LITTLE ROCK — A Senate bill to require water systems in Arkansas serving 5,000 or more people to add fluoride to public drinking water cleared a House committee today and heads next to a House vote, the last hurdle before final passage.
The House Public Health, Welfare and Labor Committee endorsed Senate Bill 359 by Sen. David Johnson, D-Little Rock, in a voice vote. A few “no” votes were heard.
The hearing was held in a packed committee room. Some in the audience wore pro-fluoride stickers, while some opponents of the bill stood in the hallway outside the room holding signs claiming that fluoride is unhealthy.
Opponents also sent thousands of e-mails to legislators and the media in advance of the hearing.
Johnson testified that fluoride builds up tooth enamel and prevents 60 percent of tooth decay in children and 35 percent in adults. American children lose about 51 million hours of school every year because of preventable tooth problems, he said.
The Arkansas State Dental Association and the American Dental Association support fluoridation, Johnson said.
Sen. Jason Rapert, R-Bigelow, testified in support of the bill, comparing opposition to fluoridation to attitudes he has encountered while doing missionary work in west Africa and vaccinating people for polio.
“To my amazement, village elders and some chiefs there would hide their children because they said we were poisoning and going to kill those children. … You can’t demonize something that actually has an opportunity to do some good,” Rapert said.
Rep. Andy Mayberry, R-Hensley, said he had a problem with telling communities what to do. Johnson said he understood that concern, but he said in this case the public good outweighs local control.
Rep. Tracy Pennartz, D-Fort Smith, asked what the start-up cost would be for Fort Smith, the largest Arkansas city that does not fluoridate water. Johnson said it would be between $90,000 and $100,000. Fort Smith voters have twice rejected fluoridation proposals, first the 1970s and again 20 years later.
Pennartz said she was concerned about the cost, and some in the audience applauded. One person shouted, “It’s all about the money!”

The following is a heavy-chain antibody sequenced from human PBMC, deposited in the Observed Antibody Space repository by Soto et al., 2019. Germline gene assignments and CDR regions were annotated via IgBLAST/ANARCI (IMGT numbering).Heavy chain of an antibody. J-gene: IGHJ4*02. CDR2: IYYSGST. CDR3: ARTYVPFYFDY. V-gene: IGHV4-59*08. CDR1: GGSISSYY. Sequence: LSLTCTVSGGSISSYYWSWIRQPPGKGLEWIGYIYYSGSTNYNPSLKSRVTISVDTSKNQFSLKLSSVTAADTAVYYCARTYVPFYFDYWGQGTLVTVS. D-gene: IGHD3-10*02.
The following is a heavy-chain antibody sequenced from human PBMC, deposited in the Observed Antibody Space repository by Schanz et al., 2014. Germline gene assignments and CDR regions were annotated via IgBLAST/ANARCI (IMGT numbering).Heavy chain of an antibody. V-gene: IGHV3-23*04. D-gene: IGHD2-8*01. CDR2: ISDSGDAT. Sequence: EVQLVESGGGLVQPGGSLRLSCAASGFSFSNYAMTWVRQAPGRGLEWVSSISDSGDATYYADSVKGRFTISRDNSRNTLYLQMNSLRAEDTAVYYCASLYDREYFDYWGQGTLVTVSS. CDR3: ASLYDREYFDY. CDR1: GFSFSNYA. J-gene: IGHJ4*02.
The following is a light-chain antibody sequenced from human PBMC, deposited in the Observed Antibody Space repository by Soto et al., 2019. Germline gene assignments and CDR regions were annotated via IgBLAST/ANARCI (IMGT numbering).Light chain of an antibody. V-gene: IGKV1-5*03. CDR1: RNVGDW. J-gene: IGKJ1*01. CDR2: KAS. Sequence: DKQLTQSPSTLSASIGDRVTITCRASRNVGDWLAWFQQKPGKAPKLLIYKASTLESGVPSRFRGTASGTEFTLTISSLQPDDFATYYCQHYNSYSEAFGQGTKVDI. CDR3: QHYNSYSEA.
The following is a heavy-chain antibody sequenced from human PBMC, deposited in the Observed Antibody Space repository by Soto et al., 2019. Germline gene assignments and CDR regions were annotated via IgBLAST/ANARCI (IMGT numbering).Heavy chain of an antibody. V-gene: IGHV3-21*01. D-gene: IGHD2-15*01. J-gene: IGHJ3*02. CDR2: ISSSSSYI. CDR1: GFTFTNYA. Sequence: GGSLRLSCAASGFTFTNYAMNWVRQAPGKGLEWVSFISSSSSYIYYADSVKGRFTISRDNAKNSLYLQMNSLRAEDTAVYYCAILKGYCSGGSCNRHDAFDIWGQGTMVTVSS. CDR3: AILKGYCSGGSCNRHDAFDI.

Rep. Jon Woods, R-Springdale, vice chairman of the committee, asked the audience to respect the process and not applaud.
Ed Choate, president and CEO of Delta Dental, testified that his company would provide $500,000 to cover start-up costs for the 32 communities that would be affected by the bill.
Rep. Stephanie Malone, R-Fort Smith, noted that Fort Smith alone would need a large portion of that amount. She asked if some communities would have to pick up part of the cost.
“I will commit to you now: If it’s more than $500,000, we will pay it,” Choate said.
James Presley of Friends United for a Safe Environment testified that some fluoride comes from other countries. “They’re sending their toxic waste to our country to put in our water,” he said.
Fort Smith resident John Lavelle testified that the makers of fluoride know that industrially produced fluoride is not the same as naturally occurring fluoride but are lying about it, “just as years ago the tobacco industry pulled the same thing off, misleading the public.”
Rep. John Vines, D-Hot Springs, testified that Hot Springs — the second largest Arkansas community without fluoridation — has voted against fluoridation in the past. He said Hot Springs is known for its waters and wants to protect them.
Vines offered an amendment that would allow Garland County to vote to opt out of fluoridation, but the amendment failed in a voice vote.
After the committee endorsed the bill, Johnson told reporters he was confident about its chances in the House. “I think there’s a lot of enthusiastic support,” he said. “I haven’t counted the numbers, but I think it’s going to